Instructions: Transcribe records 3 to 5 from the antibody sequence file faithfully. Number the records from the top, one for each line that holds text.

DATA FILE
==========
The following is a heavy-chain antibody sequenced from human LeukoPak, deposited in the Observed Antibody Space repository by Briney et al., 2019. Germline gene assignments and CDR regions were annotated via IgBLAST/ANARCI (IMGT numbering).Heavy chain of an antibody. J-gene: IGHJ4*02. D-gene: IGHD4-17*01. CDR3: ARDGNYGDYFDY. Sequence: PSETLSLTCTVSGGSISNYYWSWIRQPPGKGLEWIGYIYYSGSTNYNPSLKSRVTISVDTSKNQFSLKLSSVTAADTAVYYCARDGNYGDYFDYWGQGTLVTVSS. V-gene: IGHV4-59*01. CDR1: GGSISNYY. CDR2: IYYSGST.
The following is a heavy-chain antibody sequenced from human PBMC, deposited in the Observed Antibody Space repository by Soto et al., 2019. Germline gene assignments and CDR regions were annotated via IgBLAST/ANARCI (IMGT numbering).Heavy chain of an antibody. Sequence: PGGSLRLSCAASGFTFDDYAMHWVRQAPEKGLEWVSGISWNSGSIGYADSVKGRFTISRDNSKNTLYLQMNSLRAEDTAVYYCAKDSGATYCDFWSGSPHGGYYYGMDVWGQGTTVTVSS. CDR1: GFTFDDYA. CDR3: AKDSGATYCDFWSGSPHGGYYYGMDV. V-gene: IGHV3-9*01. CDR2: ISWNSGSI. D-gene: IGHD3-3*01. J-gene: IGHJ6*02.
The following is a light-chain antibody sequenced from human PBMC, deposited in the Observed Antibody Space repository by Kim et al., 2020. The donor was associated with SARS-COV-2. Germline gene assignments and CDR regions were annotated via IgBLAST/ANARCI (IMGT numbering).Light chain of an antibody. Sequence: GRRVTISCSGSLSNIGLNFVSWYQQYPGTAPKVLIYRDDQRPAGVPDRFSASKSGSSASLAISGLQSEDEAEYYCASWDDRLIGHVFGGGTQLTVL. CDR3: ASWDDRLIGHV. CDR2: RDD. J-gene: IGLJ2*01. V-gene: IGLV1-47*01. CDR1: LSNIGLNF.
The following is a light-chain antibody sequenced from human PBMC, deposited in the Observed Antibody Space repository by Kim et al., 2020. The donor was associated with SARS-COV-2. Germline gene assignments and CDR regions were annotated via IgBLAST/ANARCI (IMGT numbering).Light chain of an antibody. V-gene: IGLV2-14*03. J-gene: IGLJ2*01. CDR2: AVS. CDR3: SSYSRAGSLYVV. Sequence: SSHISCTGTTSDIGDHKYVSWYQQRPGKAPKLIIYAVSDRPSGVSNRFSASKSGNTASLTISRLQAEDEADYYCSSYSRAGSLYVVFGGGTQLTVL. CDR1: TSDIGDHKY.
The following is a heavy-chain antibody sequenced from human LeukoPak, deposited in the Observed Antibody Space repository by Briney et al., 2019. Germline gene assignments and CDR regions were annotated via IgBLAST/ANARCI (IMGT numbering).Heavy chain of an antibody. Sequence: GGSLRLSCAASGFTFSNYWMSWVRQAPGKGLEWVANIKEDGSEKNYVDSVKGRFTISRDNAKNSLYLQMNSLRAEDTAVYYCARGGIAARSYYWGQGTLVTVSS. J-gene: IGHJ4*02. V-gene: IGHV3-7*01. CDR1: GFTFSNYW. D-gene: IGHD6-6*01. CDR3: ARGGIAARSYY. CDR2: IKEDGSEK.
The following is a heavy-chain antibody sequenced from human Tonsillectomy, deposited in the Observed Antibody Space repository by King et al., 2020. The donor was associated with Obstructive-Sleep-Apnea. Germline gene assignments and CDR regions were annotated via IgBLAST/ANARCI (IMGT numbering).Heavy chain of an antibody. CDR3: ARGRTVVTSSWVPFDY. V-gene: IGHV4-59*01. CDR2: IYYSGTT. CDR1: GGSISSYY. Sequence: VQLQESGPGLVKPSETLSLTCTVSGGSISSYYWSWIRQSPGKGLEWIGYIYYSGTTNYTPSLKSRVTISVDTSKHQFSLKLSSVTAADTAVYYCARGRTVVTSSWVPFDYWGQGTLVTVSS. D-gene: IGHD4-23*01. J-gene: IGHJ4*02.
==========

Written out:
The following is a light-chain antibody sequenced from human PBMC, deposited in the Observed Antibody Space repository by Kim et al., 2020. The donor was associated with SARS-COV-2. Germline gene assignments and CDR regions were annotated via IgBLAST/ANARCI (IMGT numbering).Light chain of an antibody. Sequence: GRRVTISCSGSLSNIGLNFVSWYQQYPGTAPKVLIYRDDQRPAGVPDRFSASKSGSSASLAISGLQSEDEAEYYCASWDDRLIGHVFGGGTQLTVL. CDR3: ASWDDRLIGHV. CDR2: RDD. J-gene: IGLJ2*01. V-gene: IGLV1-47*01. CDR1: LSNIGLNF.
The following is a light-chain antibody sequenced from human PBMC, deposited in the Observed Antibody Space repository by Kim et al., 2020. The donor was associated with SARS-COV-2. Germline gene assignments and CDR regions were annotated via IgBLAST/ANARCI (IMGT numbering).Light chain of an antibody. V-gene: IGLV2-14*03. J-gene: IGLJ2*01. CDR2: AVS. CDR3: SSYSRAGSLYVV. Sequence: SSHISCTGTTSDIGDHKYVSWYQQRPGKAPKLIIYAVSDRPSGVSNRFSASKSGNTASLTISRLQAEDEADYYCSSYSRAGSLYVVFGGGTQLTVL. CDR1: TSDIGDHKY.
The following is a heavy-chain antibody sequenced from human LeukoPak, deposited in the Observed Antibody Space repository by Briney et al., 2019. Germline gene assignments and CDR regions were annotated via IgBLAST/ANARCI (IMGT numbering).Heavy chain of an antibody. Sequence: GGSLRLSCAASGFTFSNYWMSWVRQAPGKGLEWVANIKEDGSEKNYVDSVKGRFTISRDNAKNSLYLQMNSLRAEDTAVYYCARGGIAARSYYWGQGTLVTVSS. J-gene: IGHJ4*02. V-gene: IGHV3-7*01. CDR1: GFTFSNYW. D-gene: IGHD6-6*01. CDR3: ARGGIAARSYY. CDR2: IKEDGSEK.